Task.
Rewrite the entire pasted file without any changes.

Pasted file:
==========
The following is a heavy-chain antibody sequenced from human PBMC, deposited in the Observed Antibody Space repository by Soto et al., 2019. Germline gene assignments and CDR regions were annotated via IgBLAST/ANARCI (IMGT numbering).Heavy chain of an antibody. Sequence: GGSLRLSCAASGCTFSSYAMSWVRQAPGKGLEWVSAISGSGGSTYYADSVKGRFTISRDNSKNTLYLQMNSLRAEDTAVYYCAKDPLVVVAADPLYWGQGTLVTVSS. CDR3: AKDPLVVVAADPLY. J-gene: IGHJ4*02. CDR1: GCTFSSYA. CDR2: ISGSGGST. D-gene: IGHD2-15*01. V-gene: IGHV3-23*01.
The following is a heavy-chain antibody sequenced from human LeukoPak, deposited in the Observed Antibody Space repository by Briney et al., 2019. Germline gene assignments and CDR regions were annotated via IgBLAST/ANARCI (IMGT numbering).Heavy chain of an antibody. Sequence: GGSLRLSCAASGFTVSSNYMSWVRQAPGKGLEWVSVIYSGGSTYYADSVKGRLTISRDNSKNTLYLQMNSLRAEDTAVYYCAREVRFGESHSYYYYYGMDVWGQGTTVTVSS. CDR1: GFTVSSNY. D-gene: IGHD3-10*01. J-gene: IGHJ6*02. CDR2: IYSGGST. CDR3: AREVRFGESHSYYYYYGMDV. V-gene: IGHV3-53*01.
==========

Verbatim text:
The following is a heavy-chain antibody sequenced from human PBMC, deposited in the Observed Antibody Space repository by Soto et al., 2019. Germline gene assignments and CDR regions were annotated via IgBLAST/ANARCI (IMGT numbering).Heavy chain of an antibody. Sequence: GGSLRLSCAASGCTFSSYAMSWVRQAPGKGLEWVSAISGSGGSTYYADSVKGRFTISRDNSKNTLYLQMNSLRAEDTAVYYCAKDPLVVVAADPLYWGQGTLVTVSS. CDR3: AKDPLVVVAADPLY. J-gene: IGHJ4*02. CDR1: GCTFSSYA. CDR2: ISGSGGST. D-gene: IGHD2-15*01. V-gene: IGHV3-23*01.
The following is a heavy-chain antibody sequenced from human LeukoPak, deposited in the Observed Antibody Space repository by Briney et al., 2019. Germline gene assignments and CDR regions were annotated via IgBLAST/ANARCI (IMGT numbering).Heavy chain of an antibody. Sequence: GGSLRLSCAASGFTVSSNYMSWVRQAPGKGLEWVSVIYSGGSTYYADSVKGRLTISRDNSKNTLYLQMNSLRAEDTAVYYCAREVRFGESHSYYYYYGMDVWGQGTTVTVSS. CDR1: GFTVSSNY. D-gene: IGHD3-10*01. J-gene: IGHJ6*02. CDR2: IYSGGST. CDR3: AREVRFGESHSYYYYYGMDV. V-gene: IGHV3-53*01.